Washington, Sep 22 (PTI) India is an important pillar of global democratic order, especially at a time when an authoritarian China is seeking to expand its influence around the world, but recent developments in India have spurred deep concern about the country''s direction and the status of religious minorities, an Obama era diplomat has told US lawmakers.
While India undoubtedly has many challenges of discrimination that at times overshadow its many accomplishments, its qualities and all of the checks and balances of a colossal and at times chaotic multiparty federal system have made India an important pillar of the global democratic order, said Alyssa Ayres, senior fellow for India, Pakistan and South Asia at the Council on Foreign Relations think-tank.
"Even more so at a time of rising authoritarianism around the world, and at a time an authoritarian China seeks to expand its influence. That is why recent developments in India, particularly over the course of the past year since the Bharatiya Janata Party''s reelection in May 2019, have spurred deep concern about the country’s direction and the status of religious minorities, especially Muslims,” she said.
In her written testimony submitted to the House Committee on Foreign Affairs, Subcommittee on Asia, the Pacific and Nonproliferation, which Tuesday has scheduled a hearing on “Stemming a Receding Tide: Human Rights and Democratic Values in Asia,” Ayres expressed concern over the December 2019 passage of an amendment to India’s Citizenship Act and National Register of Citizens.
According to the Citizenship Amendment Act (CAA), members of Hindu, Sikh, Buddhist, Jain, Parsi and Christian communities who have come from Pakistan, Bangladesh and Afghanistan till December 31, 2014 following religious persecution there will get Indian citizenship.
The Indian government has been emphasising that the new law does not deny any citizenship rights, but has been brought to protect the oppressed minorities of neighbouring countries and give them citizenship.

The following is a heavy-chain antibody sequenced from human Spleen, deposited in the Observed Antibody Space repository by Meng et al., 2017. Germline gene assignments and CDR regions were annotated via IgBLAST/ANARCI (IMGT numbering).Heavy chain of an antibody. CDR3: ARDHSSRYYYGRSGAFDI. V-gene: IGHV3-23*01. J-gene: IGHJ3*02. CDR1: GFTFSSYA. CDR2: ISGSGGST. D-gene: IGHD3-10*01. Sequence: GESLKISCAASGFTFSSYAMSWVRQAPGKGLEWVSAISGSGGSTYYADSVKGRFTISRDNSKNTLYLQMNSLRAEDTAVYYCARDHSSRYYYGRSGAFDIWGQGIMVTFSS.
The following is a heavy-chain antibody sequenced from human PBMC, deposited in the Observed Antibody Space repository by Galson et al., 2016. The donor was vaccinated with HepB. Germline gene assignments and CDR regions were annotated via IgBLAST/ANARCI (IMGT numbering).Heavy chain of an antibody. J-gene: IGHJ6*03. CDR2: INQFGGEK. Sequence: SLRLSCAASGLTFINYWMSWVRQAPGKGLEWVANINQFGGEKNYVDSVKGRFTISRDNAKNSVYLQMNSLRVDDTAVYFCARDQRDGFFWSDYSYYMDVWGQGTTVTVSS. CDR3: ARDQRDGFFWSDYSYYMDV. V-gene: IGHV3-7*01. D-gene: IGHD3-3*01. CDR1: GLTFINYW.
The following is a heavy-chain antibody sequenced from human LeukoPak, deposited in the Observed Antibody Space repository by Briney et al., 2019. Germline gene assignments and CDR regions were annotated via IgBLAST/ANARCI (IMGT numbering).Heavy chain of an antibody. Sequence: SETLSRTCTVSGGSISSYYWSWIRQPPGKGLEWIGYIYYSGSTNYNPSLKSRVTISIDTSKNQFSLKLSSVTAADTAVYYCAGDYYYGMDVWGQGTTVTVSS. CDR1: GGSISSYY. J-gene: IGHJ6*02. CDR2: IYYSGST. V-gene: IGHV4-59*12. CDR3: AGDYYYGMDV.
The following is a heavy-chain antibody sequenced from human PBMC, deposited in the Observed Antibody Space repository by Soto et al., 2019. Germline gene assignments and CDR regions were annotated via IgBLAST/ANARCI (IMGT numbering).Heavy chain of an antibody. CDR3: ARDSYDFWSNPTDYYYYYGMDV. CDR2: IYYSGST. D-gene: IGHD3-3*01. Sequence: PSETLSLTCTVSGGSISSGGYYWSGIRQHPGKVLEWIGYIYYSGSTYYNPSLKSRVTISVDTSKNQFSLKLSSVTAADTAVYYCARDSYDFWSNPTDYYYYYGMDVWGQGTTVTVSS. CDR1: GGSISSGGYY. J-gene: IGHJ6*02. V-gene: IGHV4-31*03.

India, she said, is an important global power, the world’s largest democracy, one of the world’s largest economies, and an increasingly important regional security provider and strategic partner of the United States.
As an international actor, India has been a vocal defender of international rule of law and freedom of navigation as its own maritime interests have grown. Domestically, its size and federal system make for a complicated political environment.
India’s federal structure provides substantial devolution of power to the state level, and its parliamentary system counts numerous parties -- seven national parties, more than 50 state-level parties and more than two thousand other registered parties. Every national election in India is the world’s largest, and in May 2019, more than 600 million Indians (of more than 900 million eligible voters) cast ballots for their choice of representative, she said.
India’s Constitution is a formidable foundational document, one that provides the framework for ample freedom and rights, and was modelled in many ways on the US Constitution, she said.
For so long, India’s press has been a point of pride and important guardrail for human rights, and the country’s multilingual, multireligious secular pluralism has served as an inspiration.
"Within the South Asian region, India is -- by a wide margin -- the country with the highest score on the Freedom House index, and the only country in the region ranked “free”,” Ayres added.
India maintains that the Indian Constitution guarantees fundamental rights to all its citizens, including its minority communities.
It is widely acknowledged that India is a vibrant democracy where the Constitution provides protection of religious freedom, and where democratic governance and rule of law further promote and protect fundamental rights, according to the Ministry of External Affairs. PTI LKJ CPS AKJ ZH